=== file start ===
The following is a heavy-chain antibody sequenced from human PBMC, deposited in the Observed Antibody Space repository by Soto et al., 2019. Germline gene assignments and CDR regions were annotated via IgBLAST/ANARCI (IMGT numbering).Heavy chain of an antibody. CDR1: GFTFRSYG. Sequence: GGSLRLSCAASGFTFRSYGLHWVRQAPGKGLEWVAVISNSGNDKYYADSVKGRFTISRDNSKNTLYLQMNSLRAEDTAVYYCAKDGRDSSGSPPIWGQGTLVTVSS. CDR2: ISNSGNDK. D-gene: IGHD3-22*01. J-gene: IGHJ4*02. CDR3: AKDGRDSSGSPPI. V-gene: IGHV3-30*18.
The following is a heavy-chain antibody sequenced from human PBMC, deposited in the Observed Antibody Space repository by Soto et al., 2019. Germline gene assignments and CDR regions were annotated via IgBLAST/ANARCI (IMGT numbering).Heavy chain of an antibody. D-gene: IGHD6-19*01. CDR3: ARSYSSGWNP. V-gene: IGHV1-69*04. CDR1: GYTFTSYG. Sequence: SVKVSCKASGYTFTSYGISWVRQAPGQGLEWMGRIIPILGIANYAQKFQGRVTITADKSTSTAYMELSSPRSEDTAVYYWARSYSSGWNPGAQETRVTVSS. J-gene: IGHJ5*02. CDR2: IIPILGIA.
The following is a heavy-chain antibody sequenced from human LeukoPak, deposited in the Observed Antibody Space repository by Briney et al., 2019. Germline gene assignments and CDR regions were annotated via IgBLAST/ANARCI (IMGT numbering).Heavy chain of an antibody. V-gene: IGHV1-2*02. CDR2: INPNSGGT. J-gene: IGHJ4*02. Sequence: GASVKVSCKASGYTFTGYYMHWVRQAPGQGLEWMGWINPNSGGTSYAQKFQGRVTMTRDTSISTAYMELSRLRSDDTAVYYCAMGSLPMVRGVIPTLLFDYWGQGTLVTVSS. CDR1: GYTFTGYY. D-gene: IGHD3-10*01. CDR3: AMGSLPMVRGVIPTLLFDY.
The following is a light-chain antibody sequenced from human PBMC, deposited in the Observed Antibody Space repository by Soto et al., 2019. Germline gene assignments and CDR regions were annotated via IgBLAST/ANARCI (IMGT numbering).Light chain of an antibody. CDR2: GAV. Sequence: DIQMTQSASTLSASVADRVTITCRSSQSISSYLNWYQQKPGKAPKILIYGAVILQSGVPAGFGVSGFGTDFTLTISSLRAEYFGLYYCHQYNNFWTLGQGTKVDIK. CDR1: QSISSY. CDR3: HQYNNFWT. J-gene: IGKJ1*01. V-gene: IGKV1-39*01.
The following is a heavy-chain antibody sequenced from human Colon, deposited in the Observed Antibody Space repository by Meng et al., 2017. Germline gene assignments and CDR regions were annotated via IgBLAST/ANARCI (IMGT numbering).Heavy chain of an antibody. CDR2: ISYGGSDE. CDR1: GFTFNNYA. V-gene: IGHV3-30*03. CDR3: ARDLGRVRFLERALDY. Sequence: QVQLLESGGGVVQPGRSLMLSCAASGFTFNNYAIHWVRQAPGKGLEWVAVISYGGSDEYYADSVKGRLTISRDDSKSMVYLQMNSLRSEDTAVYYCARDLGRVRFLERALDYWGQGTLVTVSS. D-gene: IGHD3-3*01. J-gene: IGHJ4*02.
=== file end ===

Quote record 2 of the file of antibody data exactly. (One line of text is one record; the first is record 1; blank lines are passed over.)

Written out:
The following is a heavy-chain antibody sequenced from human PBMC, deposited in the Observed Antibody Space repository by Soto et al., 2019. Germline gene assignments and CDR regions were annotated via IgBLAST/ANARCI (IMGT numbering).Heavy chain of an antibody. D-gene: IGHD6-19*01. CDR3: ARSYSSGWNP. V-gene: IGHV1-69*04. CDR1: GYTFTSYG. Sequence: SVKVSCKASGYTFTSYGISWVRQAPGQGLEWMGRIIPILGIANYAQKFQGRVTITADKSTSTAYMELSSPRSEDTAVYYWARSYSSGWNPGAQETRVTVSS. J-gene: IGHJ5*02. CDR2: IIPILGIA.